Organic is an overused adjective in architectural description, but in the case of UCCA Dune the term is apt. The effect of leaving visible the traces of the wooden formwork on the concrete walls has been to create a space whose beauty derives principally from imperfection. The carpenters who crafted the formwork were necessarily inventive: on certain walls, you can read different thicknesses of wooden boards – thinner planks at the top to wrap around curves and thicker ones at the bottom for straighter stretches. The process of the building is written in these marks. The finished building may be a serene yet inventive space, but the walls are like an X-ray telling the story of how the structure was made and who made it. ‘It’s not a perfect building,’ says Hu. ‘But it’s perfect for me because the imperfection makes it real. You can see the hands of the people who made it. You can feel their struggle with the material.’

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Yang Xinguang, Mountains, 2018, installation view, UCCA Dune, Beidaihe, 2018. Courtesy: UCCA Dune

UCCA Dune, clearly, is no white cube space. Although its interior walls are uniformly white, hardly a single one is straight. This makes it essentially impossible to hang paintings or photographs without building internal partitions: Hu’s building dictates the terms of artistic engagement. Yet, given the idiosyncratic quality of the result, Dune presents an opportunity as much as a challenge to UCCA’s curatorial team. ‘I don’t do things irresponsibly,’ Hu says of designing an art gallery without a particular gallery on board from the outset. ‘I have designed museums before and I know how they work. I also have many artist friends who complain about institutions, so I know what artists want and what they need.’

Dune’s inaugural exhibition is titled ‘After Nature’, a fitting exploration of the implications of the era of the anthropocene in China. The exhibition features nine Chinese artists, born between 1942 and 1988, and spanning a range of generations. As such, the works occupy different positions in relation to the question of how humans conceive of and engage with nature at a time when consensus holds that sustained human activity has transformed the environment for the worse, perhaps permanently.

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Zheng Bo, Dune Botanical Garden, 2018, installation view, UCCA Dune, Beidaihe, 2018. Courtesy: UCCA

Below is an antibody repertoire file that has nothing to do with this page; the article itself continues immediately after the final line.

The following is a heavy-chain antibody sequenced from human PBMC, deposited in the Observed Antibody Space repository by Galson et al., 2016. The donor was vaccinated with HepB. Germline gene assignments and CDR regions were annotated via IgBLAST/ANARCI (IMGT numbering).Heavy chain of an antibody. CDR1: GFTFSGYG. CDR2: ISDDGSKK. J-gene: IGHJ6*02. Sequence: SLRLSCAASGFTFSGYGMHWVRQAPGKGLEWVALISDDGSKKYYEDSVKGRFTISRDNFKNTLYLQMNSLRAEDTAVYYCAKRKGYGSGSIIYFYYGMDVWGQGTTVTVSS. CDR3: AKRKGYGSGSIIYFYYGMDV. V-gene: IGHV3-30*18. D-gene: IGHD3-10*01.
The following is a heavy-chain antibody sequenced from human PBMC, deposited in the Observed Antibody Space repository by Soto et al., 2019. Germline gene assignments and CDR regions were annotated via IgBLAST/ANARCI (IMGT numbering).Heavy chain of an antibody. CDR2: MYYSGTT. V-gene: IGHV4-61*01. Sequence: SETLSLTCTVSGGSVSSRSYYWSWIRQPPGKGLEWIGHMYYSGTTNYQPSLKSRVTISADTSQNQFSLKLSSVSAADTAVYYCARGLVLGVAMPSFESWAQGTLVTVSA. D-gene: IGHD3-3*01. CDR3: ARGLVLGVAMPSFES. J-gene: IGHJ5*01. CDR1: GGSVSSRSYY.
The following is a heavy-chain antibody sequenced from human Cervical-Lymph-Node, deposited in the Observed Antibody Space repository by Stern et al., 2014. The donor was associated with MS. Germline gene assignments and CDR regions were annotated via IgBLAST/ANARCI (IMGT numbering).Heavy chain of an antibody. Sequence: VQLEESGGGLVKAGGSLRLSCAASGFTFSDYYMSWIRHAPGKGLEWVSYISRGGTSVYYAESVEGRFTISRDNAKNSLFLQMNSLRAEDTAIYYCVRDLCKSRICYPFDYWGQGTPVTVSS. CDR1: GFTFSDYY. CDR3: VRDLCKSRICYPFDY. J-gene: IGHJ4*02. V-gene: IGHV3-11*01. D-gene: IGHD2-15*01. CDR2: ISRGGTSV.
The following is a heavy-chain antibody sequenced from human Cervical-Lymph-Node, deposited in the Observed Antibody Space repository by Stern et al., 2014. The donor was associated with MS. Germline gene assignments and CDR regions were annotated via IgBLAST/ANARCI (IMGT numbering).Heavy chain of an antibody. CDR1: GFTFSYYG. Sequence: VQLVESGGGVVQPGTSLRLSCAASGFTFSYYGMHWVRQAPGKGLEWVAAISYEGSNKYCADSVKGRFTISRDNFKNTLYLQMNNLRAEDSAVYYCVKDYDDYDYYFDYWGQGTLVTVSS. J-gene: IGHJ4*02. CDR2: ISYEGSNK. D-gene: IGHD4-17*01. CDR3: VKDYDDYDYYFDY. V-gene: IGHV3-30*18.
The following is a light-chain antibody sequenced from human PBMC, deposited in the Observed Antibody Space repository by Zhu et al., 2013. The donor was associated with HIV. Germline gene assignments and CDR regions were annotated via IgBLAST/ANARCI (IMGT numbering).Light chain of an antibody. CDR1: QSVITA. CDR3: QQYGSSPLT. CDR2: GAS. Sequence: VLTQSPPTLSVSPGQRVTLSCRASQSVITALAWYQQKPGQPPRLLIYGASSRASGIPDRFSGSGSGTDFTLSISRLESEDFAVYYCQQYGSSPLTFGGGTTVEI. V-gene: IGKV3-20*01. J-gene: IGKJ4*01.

Hu reveals that UCCA joined the Dune project only six months prior to opening and the hasty organization shows in the first exhibition. Of the nine artists, four – Nabuqi, Yang Xinguang, Yu Ji and Zheng Bo – visited in advance and were commissioned to make new, site-specific work. Although existing works on show, including Liu Yujia’s Black Ocean (2016) and Trevor Yeung’s Garden Acanthus (2017), touch upon interesting questions of environmental damage linked to oil mining and the key role played by plants in advancing European colonialism, respectively, the four newly-commissioned works stand out for their engagement with the exhibition theme as well as the context of the space and site. Tellingly, all these works are situated outside.

Occupying the largest of the outdoor galleries, Zheng Bo’s Dune Botanical Garden (2018) unites the dune ecosystem and the gallery, the natural and the man-made, with a single, simple gesture: a garden. But it is Yang Xinguang’s installation, Mountains (2018), which offers the strongest glimpse of Dune’s unique possibilities for artistic exploration. A group of ten small cragged mountains has been buried in the beach some 20 metres away from the building. Although it’s not unusual for gallery installations to spill out into adjoining public space, this is rarely, if ever, a beach. Set among the sandy dunes, with fishing boats bobbing along in the sweep of sea beyond, Xinguang’s miniature concrete mountains create a striking – and touching – juxtaposition.

Main image: UCCA Dune, Beidaihe

Crystal Bennes is an artist and architecture and design writer based in Edinburgh.